The BJP had a clever way to explain the problem. The LPG policy slate opens up massive sites for corruption. Scandals deeply scarred the Congress government. It could not shake them off. A populist upsurge–the Lokpal agitation of Anna Hazare and then the Aam Aadmi Party (AAP)–took up the cudgels against corruption for the “common person.” This is what the BJP also began to talk about. The problem is that this is a very limited critique of neoliberal policies. Rather than offer a strict critique of neo-liberal joblessness, the Lokpal agitation, the AAP and the BJP suggested that it was corruption–a symptom of the problem–that was the problem itself. It was precisely what Corporate India wanted to hear–that it was not neo-liberal policy (LPG) that had to be abandoned but corruption. This is what propelled the BJP past the AAP to become the saviors of India–not from neo-liberal failures (and false aspirations) but from corruption. People should continue to aspire to the luxurious lifestyle, the BJP suggested.

It should be added that the BJP only got a third of the national vote, but in a fractured political landscape that was sufficient for a landslide.

J: How do you explain the Congress Party winning a mere forty-four in the Lok Sabha? What is your prognosis for Congress in the coming years?

VP: The Congress Party could not recover from the association with corruption. It had no answer to it, and could not even defend its own record. Part of the problem is that it was confident that it would be able to scare people over the BJP’s toxic record, and rely upon a fractured mandate to float back to power. This was not to be. The BJP outflanked it on the corruption issue.

Additionally, the Congress suffers from too close an association with the Nehru-Gandhi dynasty, whose current scion–Rahul Gandhi–is a poor politician. He could not articulate the feelings of the people, their anxieties and their aspirations. The journalist Rahul Pandita describes the descent of Mr. Gandhi’s rhetoric,

All these years Mr. Gandhi spoke about the social schemes the Congress party had introduced in a manner similar to how quacks at roadside Himalayan dawakhanas speak of their “herbs” to cure venereal diseases. In the last few months, his laying down his vision for a better India became a comic spectacle. He referred to poverty as a “state of mind” and commented that “the poor can’t eat roads.”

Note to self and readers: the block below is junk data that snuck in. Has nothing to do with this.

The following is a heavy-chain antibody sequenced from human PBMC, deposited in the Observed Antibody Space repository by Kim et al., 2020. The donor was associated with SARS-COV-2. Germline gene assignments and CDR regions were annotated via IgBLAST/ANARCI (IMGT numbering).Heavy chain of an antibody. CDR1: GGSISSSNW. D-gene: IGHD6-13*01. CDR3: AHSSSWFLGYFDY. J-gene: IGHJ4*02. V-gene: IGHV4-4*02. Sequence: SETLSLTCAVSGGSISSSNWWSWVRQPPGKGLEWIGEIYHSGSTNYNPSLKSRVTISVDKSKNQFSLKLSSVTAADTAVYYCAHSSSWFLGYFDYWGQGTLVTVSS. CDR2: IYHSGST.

If the Congress is serious about its debacle it will go back and revive its old strand of social democratic policy thinking. But this is not on offer. It is now a fully committed neoliberal party, whose old social democratic lineage has been set aside, even smothered. The Congress can only benefit as the BJP fails to meet the aspirations of a population that will see greater inequality and more social instability. These two parties are drawing India into the Democratic-Republican scenario of the United States–a dime’s worth of difference in economic policy, with the divides of social policy sufficient to alert the voting patterns of the moderates.

J: Do you expect the election to have significant consequences for domestic policy in India? 

VP: The Congress government led by Manmohan Singh had become unable to push through full-bore liberalization (in the retail sector and in finance) because of pressure from regional parties and its own social democratic remnant. The BJP will have no such pressure. It has a large mandate and five years, as well as the backing of the corporate bloc. They will push ahead with the full liberalization, privatization and globalization (LPG) agenda, which will put severe pressure on the Indian population–including those who voted for the BJP, and its base. This provides the opportunity for struggles in India to germinate, and here the Left and its social democratic allies need to be vigilant. One hopes that the AAP and others will expand from a narrow–but necessary–emphasis on corruption to a look at the social consequences of neo-liberalism. We shall see.

There is a worry that the BJP will turn to its social agenda since it has a hefty mandate–pushing against minority rights both for Muslims and Oppressed Castes, pushing against rights for gays and lesbians; moving toward divisive issues such as building a temple to Ram in Ayodhya. There is an insufficient bloc in Parliament to defend minority rights and fight back against toxic social policies. It will be up to the Left and the regional parties to work together on this.

J: Do you expect the election to have significant foreign policy consequences? 

VP: Mr. Modi said little about foreign policy in the election. But his guru, Mr. Bhagwat, speaks adoringly of Israel and Japan. It is likely that the BJP government is going to move toward further normalization with Israel, and it is likely–as I wrote on Mondoweiss–that Mr. Modi will be the first Indian head of government to go to Tel Aviv. This is part of a long-term attempt by the BJP to accommodate itself to US power, and to the US agenda–in the name of nationalism and national self-interest. A number of Indian neo-conservatives already circle the skies of the Ministry of External Affairs, eager to push the discredited agenda of neo-conservatism and hard-boiled military driven idealism into practice. They will push for an entente with China on the disputed border, it will create a new relationship with Japan that will create anxiety in Beijing; it will make linkages with Israel that will both aggravate the Gulf Arabs (from where India relies upon oil) but prevent them from doing much as a penalty. It will not be a good time to be a diplomat from India.